[For Mrs. Flinger's ring-ding-a-ding ning's Writing Challenge #4.]
It hardly mattered anymore what others thought of her, of them. She had felt the sting of their disdain far too long. She saw how they looked at her that one afternoon a month that she could get to the school to pick up her kids. It figured that the one day off each month that she could swing -- the third Thursday -- coincided with their PTA meetings. She had to walk past the gaggle of geese each time, many of them with their younger kids in tow, and hear their loud discussions taper off as, goose-by-goose, they spotted her.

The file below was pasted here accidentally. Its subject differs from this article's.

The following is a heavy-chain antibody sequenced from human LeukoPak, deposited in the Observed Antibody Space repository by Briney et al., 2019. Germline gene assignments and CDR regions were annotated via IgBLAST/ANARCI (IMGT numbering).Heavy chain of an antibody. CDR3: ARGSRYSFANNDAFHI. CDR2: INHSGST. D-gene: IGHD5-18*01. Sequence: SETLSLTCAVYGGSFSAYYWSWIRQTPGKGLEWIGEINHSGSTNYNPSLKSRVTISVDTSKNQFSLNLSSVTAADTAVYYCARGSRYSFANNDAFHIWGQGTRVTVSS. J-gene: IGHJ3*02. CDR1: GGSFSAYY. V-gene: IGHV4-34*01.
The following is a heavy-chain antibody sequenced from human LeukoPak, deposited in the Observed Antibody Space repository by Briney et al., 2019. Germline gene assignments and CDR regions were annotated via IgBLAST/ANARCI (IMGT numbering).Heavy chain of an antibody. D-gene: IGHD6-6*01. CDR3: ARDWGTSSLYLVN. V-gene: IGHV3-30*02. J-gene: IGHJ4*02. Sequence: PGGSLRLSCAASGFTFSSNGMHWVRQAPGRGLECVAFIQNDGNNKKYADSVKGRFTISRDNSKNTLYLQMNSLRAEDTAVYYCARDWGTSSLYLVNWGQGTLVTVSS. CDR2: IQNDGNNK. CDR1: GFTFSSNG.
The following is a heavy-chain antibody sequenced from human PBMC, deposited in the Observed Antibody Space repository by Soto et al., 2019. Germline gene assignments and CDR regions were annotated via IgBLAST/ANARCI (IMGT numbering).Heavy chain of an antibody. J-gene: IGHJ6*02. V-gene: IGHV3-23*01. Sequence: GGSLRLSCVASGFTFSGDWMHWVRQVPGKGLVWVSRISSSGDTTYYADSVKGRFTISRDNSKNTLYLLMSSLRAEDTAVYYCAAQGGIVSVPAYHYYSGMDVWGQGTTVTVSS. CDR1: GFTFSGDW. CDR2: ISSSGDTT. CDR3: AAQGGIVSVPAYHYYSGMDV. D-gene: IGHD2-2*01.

She had been one of them long ago. While it pained her now to admit it, she had liked being part of the gaggle then. Damn, that was painful to own up to, to own those feelings she'd had in the past. She had liked spending her hours between drop-offs and pick-ups going for coffee or chatting over the park's swings or hiking the trails with the designer dogs. She had liked being a part of the village.
Now she was the outcast, the leper. She'd gone from inner circle to Outer Mongolia in the blink of an eye. Or the snap of a camera. Damn those high-resolution photos of her with Janie's husband.
[What can I say? I'm resolutioned-out.]